...And a lot NOT like life.
In my quest to find other things to do in Second Life besides seducing Avatars, I tried to attend a virtual book signing last night. Julien Dibbell, author of PLAY MONEY was appearing in game to sign books and be interviewed about how he had become rich trading virtual currency with games such as Half-Life and Halo. You could buy the book in two forms - an online version which could only be read in Second Life, or the same thing with a real book included, shipped through Amazon for around $20.00.
Mind boggling, eh?
I couldn't get in because they limit the number of avatars in areas, and this got enough press that you had to reserve in advance. About an hour after it was over I managed to teleport to the auditorium and met a journalist named Pixeleen to ask her about the event. She said it was boring, and for a very interesting reason.
Dibbell, a real writer, was terrible in the interview format. They would ask him a question and his response would take FOREVER, because he responded in fully-formed complete paragraphs, which he couldn't just hit SEND on without revising and correcting the spelling. So the format was Question, followed by "..." for two minutes, followed by a response. And you thought writers were bad on talk shows.
I understand there will be a live-music concert by Suzanne Vega in a couple of weeks, but they're smartly going to allow Vega's real voice into the show and leave the Avatar animation to someone else. Is this cheating? Hell no. Musicians have enough to worry about without also having to click on your head to move it around.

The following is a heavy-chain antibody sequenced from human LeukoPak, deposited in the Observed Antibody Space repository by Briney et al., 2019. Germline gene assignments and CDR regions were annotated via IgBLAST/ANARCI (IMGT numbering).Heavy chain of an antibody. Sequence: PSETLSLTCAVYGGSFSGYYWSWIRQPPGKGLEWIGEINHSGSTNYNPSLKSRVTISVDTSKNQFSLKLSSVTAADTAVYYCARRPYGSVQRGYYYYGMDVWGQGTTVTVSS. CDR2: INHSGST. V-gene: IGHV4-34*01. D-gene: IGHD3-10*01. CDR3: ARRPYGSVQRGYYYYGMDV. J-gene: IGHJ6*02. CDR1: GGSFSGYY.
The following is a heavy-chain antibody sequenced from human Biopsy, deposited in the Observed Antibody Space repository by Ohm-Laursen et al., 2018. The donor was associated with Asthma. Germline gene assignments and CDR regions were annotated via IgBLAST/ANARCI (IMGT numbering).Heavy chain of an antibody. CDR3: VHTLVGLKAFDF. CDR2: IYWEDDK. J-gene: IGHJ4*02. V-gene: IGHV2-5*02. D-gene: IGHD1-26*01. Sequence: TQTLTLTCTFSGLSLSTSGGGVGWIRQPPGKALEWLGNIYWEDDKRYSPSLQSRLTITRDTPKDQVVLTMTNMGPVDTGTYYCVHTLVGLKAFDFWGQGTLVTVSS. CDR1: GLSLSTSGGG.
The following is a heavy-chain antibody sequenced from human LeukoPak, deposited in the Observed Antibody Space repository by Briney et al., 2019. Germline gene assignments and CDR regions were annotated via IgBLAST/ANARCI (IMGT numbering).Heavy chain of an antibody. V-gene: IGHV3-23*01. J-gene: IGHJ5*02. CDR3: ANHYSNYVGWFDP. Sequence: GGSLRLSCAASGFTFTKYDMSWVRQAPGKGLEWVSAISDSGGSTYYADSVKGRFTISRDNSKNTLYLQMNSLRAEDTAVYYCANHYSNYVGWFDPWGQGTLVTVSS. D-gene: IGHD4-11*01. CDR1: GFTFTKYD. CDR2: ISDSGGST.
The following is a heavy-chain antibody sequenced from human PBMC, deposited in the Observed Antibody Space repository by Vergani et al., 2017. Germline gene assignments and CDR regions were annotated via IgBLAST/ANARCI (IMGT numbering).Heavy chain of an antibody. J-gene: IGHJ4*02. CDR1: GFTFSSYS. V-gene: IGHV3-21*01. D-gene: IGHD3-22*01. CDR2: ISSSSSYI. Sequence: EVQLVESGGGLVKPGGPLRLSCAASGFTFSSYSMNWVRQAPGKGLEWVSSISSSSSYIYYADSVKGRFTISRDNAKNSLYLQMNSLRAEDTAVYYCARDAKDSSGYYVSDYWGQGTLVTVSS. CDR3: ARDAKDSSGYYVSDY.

Once in a while I consider the idea of putting a stand-up comedy act in Second Life, but it keeps running into the stark problem of timing. You tell a joke, and there is a lag between punchline and audience response, as everyone scrambles to their keyboards to type /laugh or /chuckle. And if they really are laughing, they won't be able to type. How do you judge if you're bombing under those conditions? It's one of comedy's insoluble problems, and I got real-life problems that demand attention.
Still I'm consumed by the idea of some kind of stage gig in Second Life because it's something I could do to make money in that world. Programming and scripting are out for now because I don't have the skillz. I don't want to be a male escort because, frankly, I don't think it's a growth industry. Maybe I'll put together a Karaoke act? I dunno.
I met somebody in the game who was new, and was complaining that he didn't even know that the object of the game was. I suggested that maybe finding an object was the first goal. In that respect, the game is EXACTLY life real life.
Friday, July 28, 2006
...And a lot NOT like life.
at 10:53 AM